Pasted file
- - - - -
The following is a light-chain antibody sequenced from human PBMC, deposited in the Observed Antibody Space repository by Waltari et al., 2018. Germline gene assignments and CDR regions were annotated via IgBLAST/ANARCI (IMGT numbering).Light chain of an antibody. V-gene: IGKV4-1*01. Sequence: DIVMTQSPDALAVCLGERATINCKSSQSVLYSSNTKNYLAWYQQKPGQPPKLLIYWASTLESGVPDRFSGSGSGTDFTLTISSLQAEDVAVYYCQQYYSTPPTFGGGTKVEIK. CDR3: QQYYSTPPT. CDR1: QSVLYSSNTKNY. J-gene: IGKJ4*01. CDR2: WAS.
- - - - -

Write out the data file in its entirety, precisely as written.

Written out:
The following is a light-chain antibody sequenced from human PBMC, deposited in the Observed Antibody Space repository by Waltari et al., 2018. Germline gene assignments and CDR regions were annotated via IgBLAST/ANARCI (IMGT numbering).Light chain of an antibody. V-gene: IGKV4-1*01. Sequence: DIVMTQSPDALAVCLGERATINCKSSQSVLYSSNTKNYLAWYQQKPGQPPKLLIYWASTLESGVPDRFSGSGSGTDFTLTISSLQAEDVAVYYCQQYYSTPPTFGGGTKVEIK. CDR3: QQYYSTPPT. CDR1: QSVLYSSNTKNY. J-gene: IGKJ4*01. CDR2: WAS.